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jist played a thrick upon you; but remember what you are sworn to, and stand to the oath ye tuck."

Unhappily, notwithstanding the wetness of the preceding weather, the materials of the house were extremely combustible; the whole dwelling was now one body of glowing flame, yet the shouts and shrieks within, rose awfully above its crackling and the voice of the storm, for the wind once more blew in gusts, and with great violence. The doors and windows were all torn open, and such of those within, as had escaped the flames rushed towards them, for the purpose of further escape, and of claiming mercy at the hands of their destroyers—but whenever they appeared, the unearthly cry of no mercy rung upon their ears for a moment, and for a moment only, for they were flung back at the points of the weapons which the demons had brought with them to make the work of vengeance more certain.

As yet there were many persons in the house, whose cry for life was strong as despair, and who clung to it with all the awakened powers of reason and instinct; the ear of man could hear nothing so strongly calculated to stifle the demon of cruelty and revenge within him, as the long and wailing shrieks which rose beyond the element, in tones that were carried off rapidly upon the blast, until they died away in the darkness that lay behind the surrounding hills. Had not the house been in a solitary situation, and the hour the dead of night, any person sleeping within a moderate distance must have heard them, for such a cry of sorrow deepening into a yell of despair, was almost sufficient to awaken the dead. It was lost however upon the hearts and ears that heard it: to them, though in justice be it said, to only comparatively a few of them, it was as delightful as the tones of soft and entrancing music.

The claims of the poor sufferers were now modified; they supplicated merely to suffer death at the hands of their enemies; they were willing to bear that, provided they should be allowed to escape from the flames; but, no, the horrors of the conflagration were calmly and malignantly gloried in by their merciless assassins, who deliberately flung them back into all their tortures. In the course of a few minutes a man appeared upon the side-wall of the house, nearly naked; his figure, as he stood against the sky in horrible relief, was so finished a picture of woe-begone agony and supplication, that it is yet as distinct in my memory as if I were again present at the scene. Every muscle, now in motion by the powerful agitation of his sufferings, stood out upon his limbs and neck, giving him an appearance of desperate strength, to which by this time he must have been wrought; the perspiration poured from his frame, and the veins and arteries of his neck were inflated to a surprising thickness. Every moment he looked down into the thick flames which were rising to where he stood; and as he looked, the indescribable horror which flitted over his features might have worked upon the devil himself to relent. His words were few; "my child," said he, "is still safe, she is an infant, a young creature that never harmed you nor anyone—she is still safe. Your mothers, your wives have young innocent children like it—Oh, spare her, think for a moment that it's one of your own, spare it, as you hope to meet a just God, or if you don't, in mercy shoot me first, put an end to me, before 1 see her burned."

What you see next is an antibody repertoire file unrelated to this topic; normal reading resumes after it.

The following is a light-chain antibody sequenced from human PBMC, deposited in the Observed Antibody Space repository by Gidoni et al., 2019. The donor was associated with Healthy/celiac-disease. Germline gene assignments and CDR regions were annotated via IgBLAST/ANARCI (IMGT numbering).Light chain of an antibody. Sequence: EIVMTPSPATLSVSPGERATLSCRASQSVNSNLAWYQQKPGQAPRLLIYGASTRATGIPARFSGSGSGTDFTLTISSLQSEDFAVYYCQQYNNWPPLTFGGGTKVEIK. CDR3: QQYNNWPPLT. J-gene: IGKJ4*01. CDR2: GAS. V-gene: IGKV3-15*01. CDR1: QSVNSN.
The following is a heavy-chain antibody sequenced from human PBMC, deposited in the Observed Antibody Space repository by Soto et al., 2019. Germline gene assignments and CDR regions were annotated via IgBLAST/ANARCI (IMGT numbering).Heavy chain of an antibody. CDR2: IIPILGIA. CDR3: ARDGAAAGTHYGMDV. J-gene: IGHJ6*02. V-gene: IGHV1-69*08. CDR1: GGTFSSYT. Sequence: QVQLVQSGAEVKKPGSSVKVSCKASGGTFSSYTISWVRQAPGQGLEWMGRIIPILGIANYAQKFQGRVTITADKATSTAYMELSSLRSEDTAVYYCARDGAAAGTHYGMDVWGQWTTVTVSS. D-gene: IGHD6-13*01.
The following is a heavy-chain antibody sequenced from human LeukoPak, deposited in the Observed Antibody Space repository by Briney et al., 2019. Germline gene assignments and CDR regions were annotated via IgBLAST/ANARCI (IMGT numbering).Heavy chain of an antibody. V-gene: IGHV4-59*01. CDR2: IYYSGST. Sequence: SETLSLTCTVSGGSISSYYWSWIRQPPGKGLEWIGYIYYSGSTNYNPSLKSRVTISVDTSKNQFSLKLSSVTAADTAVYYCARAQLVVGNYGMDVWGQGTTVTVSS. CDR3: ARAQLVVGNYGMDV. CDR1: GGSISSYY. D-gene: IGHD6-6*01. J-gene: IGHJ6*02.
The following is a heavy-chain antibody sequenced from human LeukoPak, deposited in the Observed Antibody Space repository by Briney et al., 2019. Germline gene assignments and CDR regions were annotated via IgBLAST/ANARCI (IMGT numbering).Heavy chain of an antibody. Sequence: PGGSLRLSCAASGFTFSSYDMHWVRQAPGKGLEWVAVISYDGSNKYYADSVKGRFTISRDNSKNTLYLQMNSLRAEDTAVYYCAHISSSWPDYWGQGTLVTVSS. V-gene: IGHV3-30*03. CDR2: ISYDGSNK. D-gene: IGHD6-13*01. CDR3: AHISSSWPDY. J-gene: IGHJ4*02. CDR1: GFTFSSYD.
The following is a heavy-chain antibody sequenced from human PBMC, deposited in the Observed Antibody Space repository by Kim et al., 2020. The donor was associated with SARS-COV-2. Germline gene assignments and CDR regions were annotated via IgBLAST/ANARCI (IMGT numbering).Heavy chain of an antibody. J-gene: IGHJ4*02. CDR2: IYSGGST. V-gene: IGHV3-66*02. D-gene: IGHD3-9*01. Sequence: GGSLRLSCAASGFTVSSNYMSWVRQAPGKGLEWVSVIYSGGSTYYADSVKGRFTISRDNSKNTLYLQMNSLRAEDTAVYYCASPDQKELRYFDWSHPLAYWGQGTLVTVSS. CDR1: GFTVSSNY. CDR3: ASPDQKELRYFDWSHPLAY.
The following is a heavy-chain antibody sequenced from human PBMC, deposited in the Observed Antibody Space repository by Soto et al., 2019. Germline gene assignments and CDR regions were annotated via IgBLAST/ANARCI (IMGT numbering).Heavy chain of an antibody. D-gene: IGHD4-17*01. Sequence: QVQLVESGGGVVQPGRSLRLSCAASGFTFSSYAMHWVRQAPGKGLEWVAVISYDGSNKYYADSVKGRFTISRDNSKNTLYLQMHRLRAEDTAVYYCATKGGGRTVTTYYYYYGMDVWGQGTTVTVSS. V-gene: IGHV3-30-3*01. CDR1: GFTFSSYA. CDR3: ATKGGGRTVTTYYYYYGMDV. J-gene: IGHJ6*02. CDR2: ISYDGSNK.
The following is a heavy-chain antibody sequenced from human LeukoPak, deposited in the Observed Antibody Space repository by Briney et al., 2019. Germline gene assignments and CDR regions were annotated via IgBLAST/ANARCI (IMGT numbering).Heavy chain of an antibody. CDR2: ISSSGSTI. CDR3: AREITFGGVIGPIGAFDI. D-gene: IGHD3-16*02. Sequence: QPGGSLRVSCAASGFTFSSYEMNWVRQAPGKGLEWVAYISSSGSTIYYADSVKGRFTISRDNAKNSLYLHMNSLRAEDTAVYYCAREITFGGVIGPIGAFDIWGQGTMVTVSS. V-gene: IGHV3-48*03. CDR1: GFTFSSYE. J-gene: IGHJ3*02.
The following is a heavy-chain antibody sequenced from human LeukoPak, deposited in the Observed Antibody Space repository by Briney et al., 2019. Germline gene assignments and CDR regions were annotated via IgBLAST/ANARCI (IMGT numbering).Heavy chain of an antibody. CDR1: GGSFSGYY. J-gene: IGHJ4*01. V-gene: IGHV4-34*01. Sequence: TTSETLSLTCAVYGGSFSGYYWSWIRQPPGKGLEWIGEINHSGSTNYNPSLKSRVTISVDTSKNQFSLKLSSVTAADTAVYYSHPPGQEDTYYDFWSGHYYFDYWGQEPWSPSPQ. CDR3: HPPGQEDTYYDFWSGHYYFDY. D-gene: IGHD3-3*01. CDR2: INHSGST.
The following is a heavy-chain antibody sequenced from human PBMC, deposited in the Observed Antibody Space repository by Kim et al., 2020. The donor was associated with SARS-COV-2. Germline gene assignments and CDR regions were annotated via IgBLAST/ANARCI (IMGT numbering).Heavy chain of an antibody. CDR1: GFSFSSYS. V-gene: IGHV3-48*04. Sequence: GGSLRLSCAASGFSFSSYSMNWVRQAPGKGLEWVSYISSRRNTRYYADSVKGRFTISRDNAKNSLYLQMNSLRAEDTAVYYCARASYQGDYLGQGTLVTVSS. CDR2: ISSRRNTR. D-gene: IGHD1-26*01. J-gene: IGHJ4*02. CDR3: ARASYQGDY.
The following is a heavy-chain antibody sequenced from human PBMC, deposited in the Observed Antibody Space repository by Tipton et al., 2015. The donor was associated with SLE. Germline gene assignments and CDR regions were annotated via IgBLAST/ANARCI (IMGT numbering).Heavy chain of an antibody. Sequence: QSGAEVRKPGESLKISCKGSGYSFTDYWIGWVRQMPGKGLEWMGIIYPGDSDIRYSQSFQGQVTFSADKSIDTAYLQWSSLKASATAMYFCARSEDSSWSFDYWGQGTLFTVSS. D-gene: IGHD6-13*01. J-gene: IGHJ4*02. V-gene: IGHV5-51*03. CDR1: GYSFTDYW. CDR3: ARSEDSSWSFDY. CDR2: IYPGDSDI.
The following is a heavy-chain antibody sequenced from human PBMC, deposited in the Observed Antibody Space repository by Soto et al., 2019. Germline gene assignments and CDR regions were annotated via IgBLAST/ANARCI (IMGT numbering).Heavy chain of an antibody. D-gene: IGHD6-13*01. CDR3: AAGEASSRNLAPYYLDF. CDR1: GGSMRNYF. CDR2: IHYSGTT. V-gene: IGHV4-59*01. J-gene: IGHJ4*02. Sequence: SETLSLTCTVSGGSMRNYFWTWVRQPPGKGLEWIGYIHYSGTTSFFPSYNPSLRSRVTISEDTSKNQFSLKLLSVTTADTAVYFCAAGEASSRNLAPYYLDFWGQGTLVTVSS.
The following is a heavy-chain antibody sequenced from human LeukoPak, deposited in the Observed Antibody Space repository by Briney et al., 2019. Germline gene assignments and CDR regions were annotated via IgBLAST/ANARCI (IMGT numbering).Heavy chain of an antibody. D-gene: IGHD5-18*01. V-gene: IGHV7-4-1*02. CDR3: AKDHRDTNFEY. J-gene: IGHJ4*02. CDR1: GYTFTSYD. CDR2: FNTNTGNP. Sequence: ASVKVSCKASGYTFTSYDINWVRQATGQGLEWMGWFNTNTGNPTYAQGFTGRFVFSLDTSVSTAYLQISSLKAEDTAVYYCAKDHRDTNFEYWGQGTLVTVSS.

The Captain approached him coolly and deliberately. "You will prosecute no one now, you bloody informer," said he, " you will convict no more boys for taking an ould rusty gun an' pistol from you, or for givin' you a neighbourly knock or two into the bargain." Just then from a window opposite him, proceeded the shrieks of a woman who appeared at it with the infant in her arms. She herself was almost scorched to death; but with the presence of mind and humanity of her sex, she was about to thrust the little babe out of the window. The Captain noticed this, and with characteristic atrocity, thrust, with a sharp bayonet, the little innocent, along with the person who endeavoured to rescue it, into the red flames, where they both perished. This was the work of an instant. Again he approached the man; "your child is a coal now," said he with deliberate mockery. "I pitched it in myself on the point of this," showing the weapon, "and now is your turn," saying which he clambered up by the assistance of his gang, who stood with a front of pikes and bayonets bristling to receive the wretched man, should he attempt in his despair to throw himself from the wall. The Captain got up, and placing the point of his bayonet against his shoulder, flung him into the fiery element that raged behind him. He uttered one wild and piercing cry, as he fell back, and no more; after this nothing was heard but the crackling of the fire, and the rushing of the blast; all that had possessed life within were consumed, amounting either to eleven or fifteen persons.

When this was accomplished, those who took an active part in the murder, stood for some time about the conflagration, and as it threw its red light upon their fierce faces and rough persons, soiled as they now were with smoke and black streaks of ashes, the scene seemed to be changed to hell, and the murderers to spirits of the damned, rejoicing over thearrival and the torture of a guilty soul. The faces of those who kept aloof from the slaughter, were blanched to the whiteness of death; some of them fainted—and others were in such agitation that they were compelled to leave their comrades. Theybecame actually stiff and powerless with horror; yet to such a scene were they brought by the pernicious influence of Ribbonism.